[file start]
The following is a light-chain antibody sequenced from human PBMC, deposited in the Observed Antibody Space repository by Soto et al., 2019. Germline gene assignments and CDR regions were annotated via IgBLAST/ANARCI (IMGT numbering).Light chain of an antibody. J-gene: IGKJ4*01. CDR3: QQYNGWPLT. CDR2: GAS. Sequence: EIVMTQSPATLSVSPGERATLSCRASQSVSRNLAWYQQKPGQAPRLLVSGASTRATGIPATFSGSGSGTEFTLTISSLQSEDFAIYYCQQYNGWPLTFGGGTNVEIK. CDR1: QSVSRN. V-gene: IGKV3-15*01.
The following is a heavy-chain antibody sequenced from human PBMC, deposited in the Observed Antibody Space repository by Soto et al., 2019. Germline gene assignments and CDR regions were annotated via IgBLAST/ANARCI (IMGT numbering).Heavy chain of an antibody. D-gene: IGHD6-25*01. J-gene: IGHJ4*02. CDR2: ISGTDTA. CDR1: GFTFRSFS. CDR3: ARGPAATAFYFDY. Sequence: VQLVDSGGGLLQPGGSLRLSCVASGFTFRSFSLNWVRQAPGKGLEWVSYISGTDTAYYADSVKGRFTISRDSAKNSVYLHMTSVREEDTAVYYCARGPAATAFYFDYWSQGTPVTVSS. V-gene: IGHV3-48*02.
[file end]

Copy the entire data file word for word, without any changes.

The following is a light-chain antibody sequenced from human PBMC, deposited in the Observed Antibody Space repository by Soto et al., 2019. Germline gene assignments and CDR regions were annotated via IgBLAST/ANARCI (IMGT numbering).Light chain of an antibody. J-gene: IGKJ4*01. CDR3: QQYNGWPLT. CDR2: GAS. Sequence: EIVMTQSPATLSVSPGERATLSCRASQSVSRNLAWYQQKPGQAPRLLVSGASTRATGIPATFSGSGSGTEFTLTISSLQSEDFAIYYCQQYNGWPLTFGGGTNVEIK. CDR1: QSVSRN. V-gene: IGKV3-15*01.
The following is a heavy-chain antibody sequenced from human PBMC, deposited in the Observed Antibody Space repository by Soto et al., 2019. Germline gene assignments and CDR regions were annotated via IgBLAST/ANARCI (IMGT numbering).Heavy chain of an antibody. D-gene: IGHD6-25*01. J-gene: IGHJ4*02. CDR2: ISGTDTA. CDR1: GFTFRSFS. CDR3: ARGPAATAFYFDY. Sequence: VQLVDSGGGLLQPGGSLRLSCVASGFTFRSFSLNWVRQAPGKGLEWVSYISGTDTAYYADSVKGRFTISRDSAKNSVYLHMTSVREEDTAVYYCARGPAATAFYFDYWSQGTPVTVSS. V-gene: IGHV3-48*02.